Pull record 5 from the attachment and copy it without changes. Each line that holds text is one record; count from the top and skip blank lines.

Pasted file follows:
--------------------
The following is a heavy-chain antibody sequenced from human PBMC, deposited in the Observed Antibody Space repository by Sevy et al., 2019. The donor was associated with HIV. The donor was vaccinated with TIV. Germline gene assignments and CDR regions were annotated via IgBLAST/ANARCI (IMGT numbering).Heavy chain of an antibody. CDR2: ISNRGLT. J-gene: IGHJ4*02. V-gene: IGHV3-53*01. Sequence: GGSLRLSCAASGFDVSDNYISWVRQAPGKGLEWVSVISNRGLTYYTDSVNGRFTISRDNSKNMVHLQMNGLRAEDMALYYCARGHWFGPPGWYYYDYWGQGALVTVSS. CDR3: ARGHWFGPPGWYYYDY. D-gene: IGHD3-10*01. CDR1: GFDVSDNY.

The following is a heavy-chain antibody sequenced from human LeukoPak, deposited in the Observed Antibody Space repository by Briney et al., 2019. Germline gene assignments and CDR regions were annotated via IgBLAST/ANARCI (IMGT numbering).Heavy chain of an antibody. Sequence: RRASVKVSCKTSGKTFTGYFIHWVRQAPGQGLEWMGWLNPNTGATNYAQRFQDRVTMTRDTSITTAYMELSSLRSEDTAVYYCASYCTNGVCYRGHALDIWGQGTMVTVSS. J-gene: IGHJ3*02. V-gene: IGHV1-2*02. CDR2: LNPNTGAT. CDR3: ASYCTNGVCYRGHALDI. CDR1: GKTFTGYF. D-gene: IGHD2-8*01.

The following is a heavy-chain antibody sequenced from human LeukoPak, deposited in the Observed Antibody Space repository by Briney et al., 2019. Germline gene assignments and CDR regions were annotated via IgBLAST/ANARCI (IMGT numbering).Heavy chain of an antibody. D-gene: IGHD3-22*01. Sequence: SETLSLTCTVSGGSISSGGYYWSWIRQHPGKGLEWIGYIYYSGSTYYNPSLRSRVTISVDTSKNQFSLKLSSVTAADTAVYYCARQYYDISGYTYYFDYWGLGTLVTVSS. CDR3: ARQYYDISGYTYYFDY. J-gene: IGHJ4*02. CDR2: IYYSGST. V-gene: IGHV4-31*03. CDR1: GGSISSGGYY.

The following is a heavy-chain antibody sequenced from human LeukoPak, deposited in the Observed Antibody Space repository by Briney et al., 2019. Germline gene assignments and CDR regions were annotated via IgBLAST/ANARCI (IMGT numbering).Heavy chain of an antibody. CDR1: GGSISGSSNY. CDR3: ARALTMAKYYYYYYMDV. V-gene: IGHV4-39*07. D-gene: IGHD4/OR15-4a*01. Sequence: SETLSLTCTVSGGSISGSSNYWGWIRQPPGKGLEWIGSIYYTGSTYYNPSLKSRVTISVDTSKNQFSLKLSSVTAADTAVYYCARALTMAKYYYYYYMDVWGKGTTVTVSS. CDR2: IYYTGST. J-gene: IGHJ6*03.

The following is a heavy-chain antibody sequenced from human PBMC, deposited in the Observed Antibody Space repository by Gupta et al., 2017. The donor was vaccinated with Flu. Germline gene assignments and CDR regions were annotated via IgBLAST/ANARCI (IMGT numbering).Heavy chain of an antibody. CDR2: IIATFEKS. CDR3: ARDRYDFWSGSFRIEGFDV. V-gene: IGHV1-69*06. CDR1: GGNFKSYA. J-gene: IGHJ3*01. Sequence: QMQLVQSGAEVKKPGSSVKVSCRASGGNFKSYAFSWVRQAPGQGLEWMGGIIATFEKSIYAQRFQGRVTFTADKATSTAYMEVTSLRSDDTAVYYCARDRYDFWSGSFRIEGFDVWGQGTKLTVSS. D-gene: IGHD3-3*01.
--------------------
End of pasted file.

The following is a heavy-chain antibody sequenced from human PBMC, deposited in the Observed Antibody Space repository by Gupta et al., 2017. The donor was vaccinated with Flu. Germline gene assignments and CDR regions were annotated via IgBLAST/ANARCI (IMGT numbering).Heavy chain of an antibody. CDR2: IIATFEKS. CDR3: ARDRYDFWSGSFRIEGFDV. V-gene: IGHV1-69*06. CDR1: GGNFKSYA. J-gene: IGHJ3*01. Sequence: QMQLVQSGAEVKKPGSSVKVSCRASGGNFKSYAFSWVRQAPGQGLEWMGGIIATFEKSIYAQRFQGRVTFTADKATSTAYMEVTSLRSDDTAVYYCARDRYDFWSGSFRIEGFDVWGQGTKLTVSS. D-gene: IGHD3-3*01.